The P.R. man was exhorting Greg Foster to whoop it up for the photographers. "Hey! Wow! Exciting!" he said. "You just broke a world record! Show some en-thu-si-asm!" But Foster, arguably the world's best hurdler last year, seemed more intent on verifying the results of his most recent race. "Aw, c'mon now, smile!" the drumbeater pleaded. "Do something." Finally, reluctantly, the UCLA junior relented. Let it here be recorded that last Friday night, shortly after his spectacular showing in the 60-yard hurdles at the Spectrum in the Philadelphia Track Classic, Greg Foster, the devout stoic, treated his admirers to a full-fledged grin.
Foster's concern about the official results was well founded. After studying a photo of the finish for about 20 minutes, the judges agreed that, yes indeed, coming off the final hurdle in a patented move that was more lunge than lean, Renaldo Nehemiah, the teen-age sensation from the University of Maryland—and last year's other No. 1—had propelled himself into a dramatic dead heat with Foster in the world-record time of 6.95. Since the introduction of automatic clocking, it was the first time that any hurdler, much less two in the same race, had broken the seven-second barrier.
The judges' ruling prompted Foster to get off his second big emotion-packed gesture of the evening, a so-what-else-is-new shrug. "I knew Renaldo was right next to me," he said. How had he known? "Heck, he's always right next to me." Clapping an arm around Foster, Nehemiah echoed, "We can't get away from each other. Really, I couldn't have a better person to run against. We're going to push each other to some really fast times."
It was the second time the two had met this indoor season. In the first meeting, at the Muhammad Ali Games in Long Beach, Calif., Nehemiah had won in a hand-timed 7.5 over 60 meters, while Foster had finished third. One week later, in College Park. Md., on his home track and without his West Coast rival to contend with, Nehemiah had lowered his 60-yard record from 7.07 to 7.02. "I know I can get under seven seconds," he said then, "if there is someone to push me." Nehemiah knew who would be happy to provide that pressure.
Sure enough, at the Spectrum on Friday night, Foster pressured both Nehemiah and himself past the seven-second barrier. Though he has a reputation as a slow starter, Foster was out of the blocks first, and Nehemiah had to play catchup, mowing down the second hurdle in his eagerness. "He ran a terrible race," said Nehemiah's coach, Frank Costello. "I was shocked." said Nehemiah. "Greg isn't known for his indoor racing." One thing was certain: after that splendid come-from-behind lunge for a share of the record, Nehemiah would not be complacent the next time he faced Foster.
That matchup came the very next evening at the Olympic Invitational in New York's Madison Square Garden. There, Nehemiah ran more to form. After two false starts, the second of which was charged to Foster, Nehemiah blasted to his third straight world record and his second of the weekend. "I was lucky that the first two starts didn't count, because I wasn't ready," Nehemiah said afterward. "On the third, I was right there, right in front of Greg."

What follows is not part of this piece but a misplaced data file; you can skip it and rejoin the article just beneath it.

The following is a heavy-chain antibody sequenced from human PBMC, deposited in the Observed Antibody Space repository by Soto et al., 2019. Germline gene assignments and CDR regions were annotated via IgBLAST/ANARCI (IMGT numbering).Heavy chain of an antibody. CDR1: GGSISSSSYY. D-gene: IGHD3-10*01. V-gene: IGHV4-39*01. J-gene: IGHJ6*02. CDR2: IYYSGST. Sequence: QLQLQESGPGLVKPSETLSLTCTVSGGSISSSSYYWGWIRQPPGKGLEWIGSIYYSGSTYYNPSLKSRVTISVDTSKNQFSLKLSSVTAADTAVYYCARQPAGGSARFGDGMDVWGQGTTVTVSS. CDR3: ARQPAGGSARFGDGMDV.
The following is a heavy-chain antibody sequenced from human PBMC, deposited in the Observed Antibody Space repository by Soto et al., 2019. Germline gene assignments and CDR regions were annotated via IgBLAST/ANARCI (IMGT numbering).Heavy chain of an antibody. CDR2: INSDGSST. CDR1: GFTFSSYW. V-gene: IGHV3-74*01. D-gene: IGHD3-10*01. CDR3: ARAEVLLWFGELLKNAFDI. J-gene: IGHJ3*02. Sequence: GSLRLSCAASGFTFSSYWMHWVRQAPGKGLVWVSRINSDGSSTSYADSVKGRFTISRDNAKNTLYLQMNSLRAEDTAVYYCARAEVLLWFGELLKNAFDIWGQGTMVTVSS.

"I got out a lot slower," said Foster, "because I couldn't risk being called again and thrown out of the race." Unchallenged, Nehemiah breezed to the finish in 6.88—an even more impressive record than the 6.95 set at Philadelphia the night before because the race was at 55 meters, 5.35 inches longer than 60 yards. Foster, straining to overcome his poor start, crashed into the third hurdle and never did regain his composure. Over the fifth and last hurdle he stumbled headlong and tumbled across the finish. Auburn's James Walker tripped over the sprawling hurdler, crashed head-first into a wall and sat dazed on the floor.
Despite their Destruction Derby finish, Foster was second in 7.09 and Walker third in 7.22. Surely this had been a perfect race for Nehemiah? "No race is perfect," he said. "You always go for a better time. Out there alone tonight I had to keep my composure. That's where you show perfection."
The two East Coast meets last weekend were not only a crucible in which Nehemiah and Foster were tested, they also brought together the finest indoor sprinters in the country. In 1977 Steve Riddick had won 15 of 16 sprints. Then last year Houston McTear set five world records, winning all his races but one—and in that event he was disqualified for two false starts. At this year's first major meet in Long Beach, Harvey Glance, the 21-year-old Auburn senior, got his spikes in the door by winning the 60 meters in 6.62, ahead of Riddick and World Cup winner Steve Williams. Then at Philadelphia last week Riddick came from behind McTear to win the 60 yards in 6.16. The jubilant Riddick raised his right arm in victory, a familiar gesture on the boards two years ago, but one the big sprinter didn't have much reason to display last year.
"I only won twice indoors last season." Riddick said. "And I haven't beaten Houston since 1977. I've been reading a lot of stories lately saying I'm getting old, and I feel slightly insulted. I'm 27, and I don't think that's getting old; I'm getting better. I'm still learning. This was a great race for me. Houston was out of the blocks first, but I was right there with him at 30 yards. He would have to have a 2½-yard lead at that point to beat me."